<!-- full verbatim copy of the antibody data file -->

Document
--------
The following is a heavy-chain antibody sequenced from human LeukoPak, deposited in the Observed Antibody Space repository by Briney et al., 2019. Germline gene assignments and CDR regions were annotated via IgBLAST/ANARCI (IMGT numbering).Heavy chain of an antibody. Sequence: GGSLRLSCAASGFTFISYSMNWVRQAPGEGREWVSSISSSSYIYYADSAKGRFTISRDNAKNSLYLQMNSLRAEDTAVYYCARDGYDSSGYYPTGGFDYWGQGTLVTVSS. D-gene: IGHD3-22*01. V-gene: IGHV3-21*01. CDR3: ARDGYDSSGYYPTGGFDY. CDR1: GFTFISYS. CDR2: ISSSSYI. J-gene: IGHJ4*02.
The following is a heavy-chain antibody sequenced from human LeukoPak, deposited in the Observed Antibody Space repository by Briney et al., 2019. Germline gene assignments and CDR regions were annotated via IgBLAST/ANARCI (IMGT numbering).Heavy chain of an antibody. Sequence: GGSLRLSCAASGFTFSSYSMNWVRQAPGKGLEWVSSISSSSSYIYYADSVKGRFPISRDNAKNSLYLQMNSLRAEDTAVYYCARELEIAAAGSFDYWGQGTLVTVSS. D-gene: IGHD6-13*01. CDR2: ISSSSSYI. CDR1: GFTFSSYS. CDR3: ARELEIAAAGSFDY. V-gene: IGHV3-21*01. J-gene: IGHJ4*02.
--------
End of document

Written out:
The following is a heavy-chain antibody sequenced from human LeukoPak, deposited in the Observed Antibody Space repository by Briney et al., 2019. Germline gene assignments and CDR regions were annotated via IgBLAST/ANARCI (IMGT numbering).Heavy chain of an antibody. Sequence: GGSLRLSCAASGFTFISYSMNWVRQAPGEGREWVSSISSSSYIYYADSAKGRFTISRDNAKNSLYLQMNSLRAEDTAVYYCARDGYDSSGYYPTGGFDYWGQGTLVTVSS. D-gene: IGHD3-22*01. V-gene: IGHV3-21*01. CDR3: ARDGYDSSGYYPTGGFDY. CDR1: GFTFISYS. CDR2: ISSSSYI. J-gene: IGHJ4*02.
The following is a heavy-chain antibody sequenced from human LeukoPak, deposited in the Observed Antibody Space repository by Briney et al., 2019. Germline gene assignments and CDR regions were annotated via IgBLAST/ANARCI (IMGT numbering).Heavy chain of an antibody. Sequence: GGSLRLSCAASGFTFSSYSMNWVRQAPGKGLEWVSSISSSSSYIYYADSVKGRFPISRDNAKNSLYLQMNSLRAEDTAVYYCARELEIAAAGSFDYWGQGTLVTVSS. D-gene: IGHD6-13*01. CDR2: ISSSSSYI. CDR1: GFTFSSYS. CDR3: ARELEIAAAGSFDY. V-gene: IGHV3-21*01. J-gene: IGHJ4*02.